This debut novel by YA author Lili Peloquin traces the path of two sisters suddenly shifted into a higher social strata of New York elite life when their mother marries a widowed rich-man after a brief dating spree.
Peloquin tries her best to infuse the novel with Gothic undertones, trying to give it a Rebecca type of feel. For all her best efforts, I felt like this book needed a very serious dose of editing. Peloquin is a fan of run-on sentences, and it was easy to lose pace with the novel getting muddled mid-sentence. The characters are somewhat stunted and 2-dimensional in regards to originality. The building suspense and mystery fizzled towards the end of the novel, and the multiple love-triangles in the novel seemed too easily resolved.
The sisters are relatable with their all their faults and positives.I think most teens will enjoy this novel. I am concerned that this book is listed for kids aged 12 and up. There is a lot of foul language, underage drinking & drug age as well as sexual tones and scenes that may not be age appropriate. As an adult, it doesn’t have carry over appeal, unlike Libba Bray’s Gothic novel: A Great & Terrible Beauty. For what its worth, I hope that teens reading this novel will be inspired to pick up the great works of literature that Peloquin notes throughout the Innocents: The Great Gatsby, Rebecca, Ominvore’s Dilemma, and a few others. Although I’d advise everyone to avoid reading Hardy’s Tess of the D’Urbervilles. That book is just plain horrible.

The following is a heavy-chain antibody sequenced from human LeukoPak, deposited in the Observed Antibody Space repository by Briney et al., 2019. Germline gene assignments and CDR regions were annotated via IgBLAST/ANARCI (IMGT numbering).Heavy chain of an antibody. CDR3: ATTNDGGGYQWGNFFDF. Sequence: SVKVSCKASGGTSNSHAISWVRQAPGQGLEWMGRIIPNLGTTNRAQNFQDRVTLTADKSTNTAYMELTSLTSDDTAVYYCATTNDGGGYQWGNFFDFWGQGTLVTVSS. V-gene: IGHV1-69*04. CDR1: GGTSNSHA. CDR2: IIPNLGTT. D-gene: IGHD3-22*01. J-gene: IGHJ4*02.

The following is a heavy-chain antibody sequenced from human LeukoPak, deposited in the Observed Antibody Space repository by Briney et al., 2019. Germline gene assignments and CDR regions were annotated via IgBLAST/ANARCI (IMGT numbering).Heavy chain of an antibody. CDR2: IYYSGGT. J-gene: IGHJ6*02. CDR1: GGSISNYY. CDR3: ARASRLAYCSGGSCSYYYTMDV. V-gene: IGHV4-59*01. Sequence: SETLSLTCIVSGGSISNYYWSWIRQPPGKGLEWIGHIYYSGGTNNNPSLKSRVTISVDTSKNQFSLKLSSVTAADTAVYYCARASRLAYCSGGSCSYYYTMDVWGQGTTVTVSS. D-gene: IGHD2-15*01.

Most of these literary books have themes that overlap with The Innocents and help frame the characters and their personalities. I felt like this book has a lot of potential. With a good editing eye to trim sentences and reduce redundancies, I think this could make for a fun Gothic series for teens. My copy is an ARC, so there were also a number of grammatical errors as well as typos. Hopefully it will all be corrected by the time this book is published.